Smarter, Cheaper Technologies Offer Improved Point-of-care Medicine

Science Highlights
May 5, 2015
Thomas M Johnson

Scientists have developed and combined new paper and flexible polymer substrates with special sensing devices for rapid and accurate detection of pathogens such as HIV, as well as other biotargets. These novel technologies offer the type of robust, simple, and inexpensive biosensing systems required to provide point-of-care health care in remote areas, where there is minimal diagnostic infrastructure or equipment and a lack of trained medical technicians.

A team from Stanford University School of Medicine (Bio-Acoustic MEMS in Medicine Labs) developed assays for the simple and rapid detection of HIV-1, various bacteria, and CD4+ T lymphocytes. The assays for pathogens and cells were used as proof of concept to demonstrate the utility of several new detection and sensing technologies. 

Approximately one inch flexible substrates for detection of pathogens in blood and other samples
Flexible microchip with electrodes sends an electrical signal when patient samples contain HIV.2

Overall, the group has developed platforms and sensing devices that are easy to make, easy to use and can be safely disposed of after use -- characteristics necessary for developing affordable tools with broad applications in both developed and developing countries. The work is reported in the March 6 edition of Nature Scientific Reports.1

“The group is simultaneously developing multiple novel methods that target important diseases in underserved communities,” says Tiffani Lash, PhD., Director of the NIBIB Program in Point-of-care Technologies. “Their comprehensive approach is resulting in smarter, inexpensive technologies that can be applied to a wide range of health care problems and settings.”

Testing for HIV-1 in whole blood

Current tests for HIV infection detect antibodies to HIV in the individual’s blood. However, because it takes up to several months for those antibodies to form, these tests do not detect individuals in the earliest stage of infection when they are most likely to pass on the disease. In order to detect HIV-1 in recently infected individuals the researchers developed an assay that can detect the presence of the virus in whole blood or plasma.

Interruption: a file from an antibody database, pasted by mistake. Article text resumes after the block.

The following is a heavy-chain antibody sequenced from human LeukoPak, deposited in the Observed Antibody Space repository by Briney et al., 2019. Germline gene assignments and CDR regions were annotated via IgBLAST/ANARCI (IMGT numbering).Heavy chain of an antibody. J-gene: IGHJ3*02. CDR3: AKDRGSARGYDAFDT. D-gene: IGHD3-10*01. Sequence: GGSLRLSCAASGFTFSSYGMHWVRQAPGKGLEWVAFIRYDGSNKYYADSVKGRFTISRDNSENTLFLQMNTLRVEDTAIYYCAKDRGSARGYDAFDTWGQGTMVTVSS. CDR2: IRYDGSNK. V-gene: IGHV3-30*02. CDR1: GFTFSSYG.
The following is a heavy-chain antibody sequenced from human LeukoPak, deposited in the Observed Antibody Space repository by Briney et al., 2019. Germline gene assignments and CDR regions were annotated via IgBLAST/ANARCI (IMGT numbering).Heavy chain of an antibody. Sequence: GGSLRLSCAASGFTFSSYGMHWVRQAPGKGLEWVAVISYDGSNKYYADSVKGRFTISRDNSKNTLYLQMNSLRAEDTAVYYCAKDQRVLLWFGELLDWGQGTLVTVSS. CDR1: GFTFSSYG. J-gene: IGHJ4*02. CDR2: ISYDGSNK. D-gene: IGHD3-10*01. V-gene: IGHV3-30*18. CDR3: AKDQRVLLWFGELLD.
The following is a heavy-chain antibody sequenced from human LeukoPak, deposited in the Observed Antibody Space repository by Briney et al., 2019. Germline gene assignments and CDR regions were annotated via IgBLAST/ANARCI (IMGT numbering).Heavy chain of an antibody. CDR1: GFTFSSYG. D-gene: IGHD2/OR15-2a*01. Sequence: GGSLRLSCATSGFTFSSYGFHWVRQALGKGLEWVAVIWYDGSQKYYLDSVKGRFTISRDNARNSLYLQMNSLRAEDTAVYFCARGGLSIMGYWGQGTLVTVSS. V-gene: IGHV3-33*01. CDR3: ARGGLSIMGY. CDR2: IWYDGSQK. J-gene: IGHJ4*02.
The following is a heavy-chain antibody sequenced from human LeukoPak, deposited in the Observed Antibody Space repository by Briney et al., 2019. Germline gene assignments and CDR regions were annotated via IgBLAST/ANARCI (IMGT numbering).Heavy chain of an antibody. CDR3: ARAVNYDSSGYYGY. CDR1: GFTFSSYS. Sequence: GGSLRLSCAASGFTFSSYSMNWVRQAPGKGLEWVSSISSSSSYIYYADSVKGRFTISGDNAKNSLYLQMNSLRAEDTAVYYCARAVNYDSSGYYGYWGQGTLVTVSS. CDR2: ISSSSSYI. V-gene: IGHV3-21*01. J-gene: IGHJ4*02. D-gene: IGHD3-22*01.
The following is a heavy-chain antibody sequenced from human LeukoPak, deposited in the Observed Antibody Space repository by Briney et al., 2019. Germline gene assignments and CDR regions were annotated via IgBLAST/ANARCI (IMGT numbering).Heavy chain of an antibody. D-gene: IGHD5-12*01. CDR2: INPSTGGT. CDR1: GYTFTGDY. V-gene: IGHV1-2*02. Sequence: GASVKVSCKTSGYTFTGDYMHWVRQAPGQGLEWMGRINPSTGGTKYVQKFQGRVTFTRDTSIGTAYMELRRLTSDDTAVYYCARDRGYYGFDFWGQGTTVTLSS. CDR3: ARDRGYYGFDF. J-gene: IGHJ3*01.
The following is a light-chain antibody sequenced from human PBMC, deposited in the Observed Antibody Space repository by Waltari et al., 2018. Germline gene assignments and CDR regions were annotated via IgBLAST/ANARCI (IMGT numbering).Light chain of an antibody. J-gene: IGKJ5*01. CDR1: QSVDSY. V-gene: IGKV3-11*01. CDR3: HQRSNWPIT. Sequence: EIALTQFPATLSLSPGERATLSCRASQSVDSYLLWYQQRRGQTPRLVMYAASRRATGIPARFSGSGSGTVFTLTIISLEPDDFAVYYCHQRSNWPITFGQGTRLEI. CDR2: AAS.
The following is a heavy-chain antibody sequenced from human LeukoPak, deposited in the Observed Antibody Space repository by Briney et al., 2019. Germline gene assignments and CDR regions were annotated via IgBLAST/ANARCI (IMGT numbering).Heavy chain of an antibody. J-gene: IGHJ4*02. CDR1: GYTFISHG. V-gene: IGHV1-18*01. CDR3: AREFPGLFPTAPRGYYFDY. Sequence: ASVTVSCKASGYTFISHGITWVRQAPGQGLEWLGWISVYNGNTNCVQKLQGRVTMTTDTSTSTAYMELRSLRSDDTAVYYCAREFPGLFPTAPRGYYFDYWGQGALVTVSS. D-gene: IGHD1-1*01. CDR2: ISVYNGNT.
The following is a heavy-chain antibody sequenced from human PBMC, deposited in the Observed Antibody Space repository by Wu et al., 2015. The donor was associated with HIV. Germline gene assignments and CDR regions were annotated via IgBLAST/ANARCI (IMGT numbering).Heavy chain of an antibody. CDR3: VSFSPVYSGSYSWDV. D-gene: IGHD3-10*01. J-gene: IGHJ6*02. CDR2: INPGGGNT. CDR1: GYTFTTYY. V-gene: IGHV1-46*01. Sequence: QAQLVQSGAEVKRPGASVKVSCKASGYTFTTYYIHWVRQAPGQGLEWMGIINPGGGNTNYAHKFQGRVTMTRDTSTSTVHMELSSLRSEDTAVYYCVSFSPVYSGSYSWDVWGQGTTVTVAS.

The platform is a disposable flexible polyester chip with implanted electrodes. HIV-1 antibodies are added to whole blood or plasma where they bind to the virus creating aggregates of antibody and viral lysate. When added to the flexible chip, the aggregates change the electrical conductivity of the chip, which gives a simple electrical readout indicating that the sample contains HIV-1. In addition to detecting early stage infection, the electrical readout is much simpler and less expensive than current assays. The researchers estimate that the cost is about $2 per test and can be safely disposed of after use.

CD4+ T Lymphocyte capture and detection

Accurate CD4+ T cell count is essential for HIV-1 diagnosis and treatment monitoring. World Health Organization guidelines recommend antiretroviral therapy for individuals with a CD4+ T cell count of less than 500 cells/ml. Conventional CD4+ T cell counting methods require an expensive flow cytometer, a skilled operator, and costly reagents. A disposable and flexible biosensing platform for efficient counting of CD4+ T cells has potential to address some of these global health challenges in the point-of-care setting. 

Hand held lensless device with attached laptop with image on screen
CD4+ T cells captured on the polyester film-based platform are imaged with the lensless device and are clearly visible on the attached portable laptop screen.2

The approach used by the research team to develop a simple, inexpensive assay for CD4+ T cell count involved two novel technologies: a polyester film with microfluidic channels to capture the T cells, and a detection technology known as lensless shadow imaging. The microfluidic channels were coated with an antibody that captures the CD4+ T cells. A single drop of whole blood from a fingerprick was applied to the polyester film, where capillary forces pull the blood into the microfluidic channels. The shadow of the CD4+ T cells that adhere to the channels can then be visualized on the polyester film.